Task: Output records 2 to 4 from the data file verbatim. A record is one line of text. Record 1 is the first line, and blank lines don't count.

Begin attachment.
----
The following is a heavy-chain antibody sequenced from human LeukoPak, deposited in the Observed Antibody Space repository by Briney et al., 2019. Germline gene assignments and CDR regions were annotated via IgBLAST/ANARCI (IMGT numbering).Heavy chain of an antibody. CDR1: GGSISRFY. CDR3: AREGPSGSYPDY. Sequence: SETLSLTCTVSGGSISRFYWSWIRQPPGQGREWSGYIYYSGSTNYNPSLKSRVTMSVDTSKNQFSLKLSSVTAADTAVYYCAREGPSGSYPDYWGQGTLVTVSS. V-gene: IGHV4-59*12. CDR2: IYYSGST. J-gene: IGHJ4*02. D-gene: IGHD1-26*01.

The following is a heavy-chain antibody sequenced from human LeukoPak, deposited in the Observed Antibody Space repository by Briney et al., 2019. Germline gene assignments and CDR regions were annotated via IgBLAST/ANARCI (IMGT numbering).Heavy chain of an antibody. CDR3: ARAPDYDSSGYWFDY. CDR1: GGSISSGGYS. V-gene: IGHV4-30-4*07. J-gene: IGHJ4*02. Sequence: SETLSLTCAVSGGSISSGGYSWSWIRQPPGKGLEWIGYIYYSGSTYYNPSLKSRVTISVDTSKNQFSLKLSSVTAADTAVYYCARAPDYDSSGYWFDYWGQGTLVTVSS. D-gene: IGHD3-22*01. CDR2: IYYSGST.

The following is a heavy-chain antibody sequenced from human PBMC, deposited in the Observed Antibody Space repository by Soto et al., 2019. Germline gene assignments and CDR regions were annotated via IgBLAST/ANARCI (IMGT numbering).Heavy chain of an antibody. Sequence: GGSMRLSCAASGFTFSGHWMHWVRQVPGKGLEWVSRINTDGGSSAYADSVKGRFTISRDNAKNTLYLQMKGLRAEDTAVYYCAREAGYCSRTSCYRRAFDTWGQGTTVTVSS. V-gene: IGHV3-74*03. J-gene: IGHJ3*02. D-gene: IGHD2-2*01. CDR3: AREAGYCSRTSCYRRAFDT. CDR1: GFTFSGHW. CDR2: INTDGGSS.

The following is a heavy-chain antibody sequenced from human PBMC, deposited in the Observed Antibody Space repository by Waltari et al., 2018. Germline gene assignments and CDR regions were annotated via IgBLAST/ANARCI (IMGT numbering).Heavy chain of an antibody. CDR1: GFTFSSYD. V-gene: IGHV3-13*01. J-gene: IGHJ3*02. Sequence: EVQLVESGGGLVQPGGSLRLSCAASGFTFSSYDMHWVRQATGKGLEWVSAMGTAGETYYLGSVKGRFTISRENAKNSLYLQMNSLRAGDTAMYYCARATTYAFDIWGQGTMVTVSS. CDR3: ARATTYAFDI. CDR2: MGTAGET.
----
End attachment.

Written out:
The following is a heavy-chain antibody sequenced from human LeukoPak, deposited in the Observed Antibody Space repository by Briney et al., 2019. Germline gene assignments and CDR regions were annotated via IgBLAST/ANARCI (IMGT numbering).Heavy chain of an antibody. CDR3: ARAPDYDSSGYWFDY. CDR1: GGSISSGGYS. V-gene: IGHV4-30-4*07. J-gene: IGHJ4*02. Sequence: SETLSLTCAVSGGSISSGGYSWSWIRQPPGKGLEWIGYIYYSGSTYYNPSLKSRVTISVDTSKNQFSLKLSSVTAADTAVYYCARAPDYDSSGYWFDYWGQGTLVTVSS. D-gene: IGHD3-22*01. CDR2: IYYSGST.

The following is a heavy-chain antibody sequenced from human PBMC, deposited in the Observed Antibody Space repository by Soto et al., 2019. Germline gene assignments and CDR regions were annotated via IgBLAST/ANARCI (IMGT numbering).Heavy chain of an antibody. Sequence: GGSMRLSCAASGFTFSGHWMHWVRQVPGKGLEWVSRINTDGGSSAYADSVKGRFTISRDNAKNTLYLQMKGLRAEDTAVYYCAREAGYCSRTSCYRRAFDTWGQGTTVTVSS. V-gene: IGHV3-74*03. J-gene: IGHJ3*02. D-gene: IGHD2-2*01. CDR3: AREAGYCSRTSCYRRAFDT. CDR1: GFTFSGHW. CDR2: INTDGGSS.

The following is a heavy-chain antibody sequenced from human PBMC, deposited in the Observed Antibody Space repository by Waltari et al., 2018. Germline gene assignments and CDR regions were annotated via IgBLAST/ANARCI (IMGT numbering).Heavy chain of an antibody. CDR1: GFTFSSYD. V-gene: IGHV3-13*01. J-gene: IGHJ3*02. Sequence: EVQLVESGGGLVQPGGSLRLSCAASGFTFSSYDMHWVRQATGKGLEWVSAMGTAGETYYLGSVKGRFTISRENAKNSLYLQMNSLRAGDTAMYYCARATTYAFDIWGQGTMVTVSS. CDR3: ARATTYAFDI. CDR2: MGTAGET.